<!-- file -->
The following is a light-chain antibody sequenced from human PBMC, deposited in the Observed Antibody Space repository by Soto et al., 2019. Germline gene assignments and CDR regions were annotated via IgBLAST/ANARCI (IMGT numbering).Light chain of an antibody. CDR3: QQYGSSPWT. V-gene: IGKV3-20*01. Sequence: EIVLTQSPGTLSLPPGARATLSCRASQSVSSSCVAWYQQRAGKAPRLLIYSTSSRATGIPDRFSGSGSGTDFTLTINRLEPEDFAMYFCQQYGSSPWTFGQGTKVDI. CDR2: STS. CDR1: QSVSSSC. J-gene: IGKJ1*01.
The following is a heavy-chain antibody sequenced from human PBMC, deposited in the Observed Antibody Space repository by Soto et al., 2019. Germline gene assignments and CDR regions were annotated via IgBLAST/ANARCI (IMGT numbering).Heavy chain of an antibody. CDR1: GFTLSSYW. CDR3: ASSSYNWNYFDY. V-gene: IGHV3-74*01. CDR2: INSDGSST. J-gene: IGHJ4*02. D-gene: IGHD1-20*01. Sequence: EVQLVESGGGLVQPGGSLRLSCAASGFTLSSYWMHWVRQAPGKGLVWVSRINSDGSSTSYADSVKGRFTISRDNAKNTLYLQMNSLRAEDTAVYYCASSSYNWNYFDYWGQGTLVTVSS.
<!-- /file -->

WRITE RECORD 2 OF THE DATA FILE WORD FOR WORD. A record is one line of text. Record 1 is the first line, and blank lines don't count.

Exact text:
The following is a heavy-chain antibody sequenced from human PBMC, deposited in the Observed Antibody Space repository by Soto et al., 2019. Germline gene assignments and CDR regions were annotated via IgBLAST/ANARCI (IMGT numbering).Heavy chain of an antibody. CDR1: GFTLSSYW. CDR3: ASSSYNWNYFDY. V-gene: IGHV3-74*01. CDR2: INSDGSST. J-gene: IGHJ4*02. D-gene: IGHD1-20*01. Sequence: EVQLVESGGGLVQPGGSLRLSCAASGFTLSSYWMHWVRQAPGKGLVWVSRINSDGSSTSYADSVKGRFTISRDNAKNTLYLQMNSLRAEDTAVYYCASSSYNWNYFDYWGQGTLVTVSS.